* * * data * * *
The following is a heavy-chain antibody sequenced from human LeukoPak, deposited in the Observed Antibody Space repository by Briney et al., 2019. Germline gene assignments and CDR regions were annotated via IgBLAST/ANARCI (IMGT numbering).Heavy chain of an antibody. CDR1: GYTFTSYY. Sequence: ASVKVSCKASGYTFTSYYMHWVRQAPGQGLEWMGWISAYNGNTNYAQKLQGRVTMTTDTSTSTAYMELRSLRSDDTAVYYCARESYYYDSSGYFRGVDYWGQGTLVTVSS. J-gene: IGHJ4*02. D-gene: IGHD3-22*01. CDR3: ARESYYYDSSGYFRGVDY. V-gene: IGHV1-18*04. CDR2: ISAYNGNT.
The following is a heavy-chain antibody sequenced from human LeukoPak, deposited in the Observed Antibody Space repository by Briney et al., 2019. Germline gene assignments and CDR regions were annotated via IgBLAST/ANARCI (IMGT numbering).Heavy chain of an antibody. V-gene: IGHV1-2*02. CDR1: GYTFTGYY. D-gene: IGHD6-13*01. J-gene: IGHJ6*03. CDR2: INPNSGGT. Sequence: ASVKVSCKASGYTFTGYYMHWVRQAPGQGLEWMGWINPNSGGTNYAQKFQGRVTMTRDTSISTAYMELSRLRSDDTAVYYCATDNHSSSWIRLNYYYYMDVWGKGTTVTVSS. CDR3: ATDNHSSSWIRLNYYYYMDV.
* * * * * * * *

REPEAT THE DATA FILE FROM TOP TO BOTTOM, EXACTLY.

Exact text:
The following is a heavy-chain antibody sequenced from human LeukoPak, deposited in the Observed Antibody Space repository by Briney et al., 2019. Germline gene assignments and CDR regions were annotated via IgBLAST/ANARCI (IMGT numbering).Heavy chain of an antibody. CDR1: GYTFTSYY. Sequence: ASVKVSCKASGYTFTSYYMHWVRQAPGQGLEWMGWISAYNGNTNYAQKLQGRVTMTTDTSTSTAYMELRSLRSDDTAVYYCARESYYYDSSGYFRGVDYWGQGTLVTVSS. J-gene: IGHJ4*02. D-gene: IGHD3-22*01. CDR3: ARESYYYDSSGYFRGVDY. V-gene: IGHV1-18*04. CDR2: ISAYNGNT.
The following is a heavy-chain antibody sequenced from human LeukoPak, deposited in the Observed Antibody Space repository by Briney et al., 2019. Germline gene assignments and CDR regions were annotated via IgBLAST/ANARCI (IMGT numbering).Heavy chain of an antibody. V-gene: IGHV1-2*02. CDR1: GYTFTGYY. D-gene: IGHD6-13*01. J-gene: IGHJ6*03. CDR2: INPNSGGT. Sequence: ASVKVSCKASGYTFTGYYMHWVRQAPGQGLEWMGWINPNSGGTNYAQKFQGRVTMTRDTSISTAYMELSRLRSDDTAVYYCATDNHSSSWIRLNYYYYMDVWGKGTTVTVSS. CDR3: ATDNHSSSWIRLNYYYYMDV.